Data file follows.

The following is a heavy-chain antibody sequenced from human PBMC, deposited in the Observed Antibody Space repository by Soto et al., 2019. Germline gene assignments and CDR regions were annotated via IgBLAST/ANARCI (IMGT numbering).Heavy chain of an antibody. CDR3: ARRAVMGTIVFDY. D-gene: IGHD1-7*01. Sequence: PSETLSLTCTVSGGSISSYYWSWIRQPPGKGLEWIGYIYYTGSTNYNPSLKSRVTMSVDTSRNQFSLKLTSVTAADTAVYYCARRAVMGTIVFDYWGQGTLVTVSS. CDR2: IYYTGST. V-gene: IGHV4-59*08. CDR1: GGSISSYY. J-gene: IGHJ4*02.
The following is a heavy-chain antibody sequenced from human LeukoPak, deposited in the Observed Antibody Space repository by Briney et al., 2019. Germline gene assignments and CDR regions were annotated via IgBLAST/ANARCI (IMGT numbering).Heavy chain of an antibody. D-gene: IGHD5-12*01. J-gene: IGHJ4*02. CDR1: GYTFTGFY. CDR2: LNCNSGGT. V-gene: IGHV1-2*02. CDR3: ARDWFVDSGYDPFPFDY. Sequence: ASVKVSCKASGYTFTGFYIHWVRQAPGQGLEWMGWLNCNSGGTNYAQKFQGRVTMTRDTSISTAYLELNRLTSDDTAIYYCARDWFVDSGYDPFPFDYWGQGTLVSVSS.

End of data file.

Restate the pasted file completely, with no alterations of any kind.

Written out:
The following is a heavy-chain antibody sequenced from human PBMC, deposited in the Observed Antibody Space repository by Soto et al., 2019. Germline gene assignments and CDR regions were annotated via IgBLAST/ANARCI (IMGT numbering).Heavy chain of an antibody. CDR3: ARRAVMGTIVFDY. D-gene: IGHD1-7*01. Sequence: PSETLSLTCTVSGGSISSYYWSWIRQPPGKGLEWIGYIYYTGSTNYNPSLKSRVTMSVDTSRNQFSLKLTSVTAADTAVYYCARRAVMGTIVFDYWGQGTLVTVSS. CDR2: IYYTGST. V-gene: IGHV4-59*08. CDR1: GGSISSYY. J-gene: IGHJ4*02.
The following is a heavy-chain antibody sequenced from human LeukoPak, deposited in the Observed Antibody Space repository by Briney et al., 2019. Germline gene assignments and CDR regions were annotated via IgBLAST/ANARCI (IMGT numbering).Heavy chain of an antibody. D-gene: IGHD5-12*01. J-gene: IGHJ4*02. CDR1: GYTFTGFY. CDR2: LNCNSGGT. V-gene: IGHV1-2*02. CDR3: ARDWFVDSGYDPFPFDY. Sequence: ASVKVSCKASGYTFTGFYIHWVRQAPGQGLEWMGWLNCNSGGTNYAQKFQGRVTMTRDTSISTAYLELNRLTSDDTAIYYCARDWFVDSGYDPFPFDYWGQGTLVSVSS.